Afghan President Ashraf Ghani on Tuesday announced that his government has released three prominent Taliban figures in an effort to get the insurgents to free an American and an Australian professor they abducted in 2016.
At a press event broadcast live on state television, Ghani told the nation that the release of the three was very hard decision he felt he had to make in the interest of the Afghan people.
The three members of the Taliban-linked Haqqani network include Anas Haqqani, Haji Mali Khan and Hafiz Rashid, Ghani said, adding that they are being released "conditionally in exchange" for the two professors.
He did not elaborate or say exactly when and where the three were released.
The two Taliban captives — an American identified as Kevin King and an Australian man identified as Timothy Weekes — were abducted outside the American University in Kabul in 2016.
The following year, the Taliban released two videos showing the American and Australian captives. A video in January 2017 showed them appearing pale and gaunt. In the later video, King and Weekes looked healthier and said a deadline for their release was set for June 16 that year.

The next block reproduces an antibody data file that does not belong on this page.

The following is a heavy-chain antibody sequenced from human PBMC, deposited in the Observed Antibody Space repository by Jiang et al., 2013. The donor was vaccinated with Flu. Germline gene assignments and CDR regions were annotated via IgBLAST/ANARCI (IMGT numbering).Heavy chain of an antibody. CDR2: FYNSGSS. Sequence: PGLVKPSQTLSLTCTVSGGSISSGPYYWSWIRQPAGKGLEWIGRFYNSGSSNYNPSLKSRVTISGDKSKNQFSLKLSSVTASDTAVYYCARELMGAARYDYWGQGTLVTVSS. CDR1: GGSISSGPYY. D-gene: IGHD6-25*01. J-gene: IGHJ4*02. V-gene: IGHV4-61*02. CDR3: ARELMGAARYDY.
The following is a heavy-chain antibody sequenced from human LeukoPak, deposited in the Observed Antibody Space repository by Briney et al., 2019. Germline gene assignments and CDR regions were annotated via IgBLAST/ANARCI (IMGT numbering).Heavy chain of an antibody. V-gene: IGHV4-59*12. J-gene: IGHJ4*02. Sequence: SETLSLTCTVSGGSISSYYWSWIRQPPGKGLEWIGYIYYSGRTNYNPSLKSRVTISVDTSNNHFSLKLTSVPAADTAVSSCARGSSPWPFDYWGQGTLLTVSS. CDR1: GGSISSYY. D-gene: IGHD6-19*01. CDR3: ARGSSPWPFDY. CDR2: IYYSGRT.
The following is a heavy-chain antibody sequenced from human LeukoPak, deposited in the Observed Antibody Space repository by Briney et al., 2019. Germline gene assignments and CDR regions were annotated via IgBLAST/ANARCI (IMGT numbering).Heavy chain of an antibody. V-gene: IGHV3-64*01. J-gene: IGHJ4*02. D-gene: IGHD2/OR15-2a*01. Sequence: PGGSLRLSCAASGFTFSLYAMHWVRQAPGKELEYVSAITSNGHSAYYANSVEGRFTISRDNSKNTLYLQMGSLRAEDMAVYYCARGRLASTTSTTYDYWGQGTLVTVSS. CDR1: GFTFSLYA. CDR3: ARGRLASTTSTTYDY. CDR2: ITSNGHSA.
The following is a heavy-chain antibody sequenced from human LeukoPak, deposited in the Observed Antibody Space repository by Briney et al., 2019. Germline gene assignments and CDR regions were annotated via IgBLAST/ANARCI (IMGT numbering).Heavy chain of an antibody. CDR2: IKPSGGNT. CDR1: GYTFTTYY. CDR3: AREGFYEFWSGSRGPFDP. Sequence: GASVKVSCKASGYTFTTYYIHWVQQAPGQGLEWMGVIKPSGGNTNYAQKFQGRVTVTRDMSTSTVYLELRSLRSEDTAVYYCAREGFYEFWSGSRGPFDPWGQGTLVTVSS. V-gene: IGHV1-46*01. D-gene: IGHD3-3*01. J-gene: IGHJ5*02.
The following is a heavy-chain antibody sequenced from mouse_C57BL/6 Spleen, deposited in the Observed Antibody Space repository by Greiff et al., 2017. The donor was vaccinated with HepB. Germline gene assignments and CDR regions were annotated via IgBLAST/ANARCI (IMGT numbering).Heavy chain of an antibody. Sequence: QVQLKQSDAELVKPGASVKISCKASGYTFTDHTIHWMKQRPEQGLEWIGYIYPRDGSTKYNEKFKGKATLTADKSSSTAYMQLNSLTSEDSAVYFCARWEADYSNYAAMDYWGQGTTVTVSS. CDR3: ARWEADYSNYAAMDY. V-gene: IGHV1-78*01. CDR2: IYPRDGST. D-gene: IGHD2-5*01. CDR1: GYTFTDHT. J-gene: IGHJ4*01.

Both said they are being treated well by the Taliban but that they remain prisoners and appealed to their governments to help set them free. It was impossible to know whether they were forced to speak.
Subsequently, U.S. officials said that American forces had launched a rescue mission to free the two, but the captives were not found at the raided location.
In Tuesday's address, Ghani added that the Taliban kidnapping of the two teachers of the American University was not representing Islamic and Afghan traditions.
"We have decided to release these three Taliban prisoners who were arrested outside of Afghanistan," Ghani said, adding that it was meant "to facilitate direct peace negotiations."
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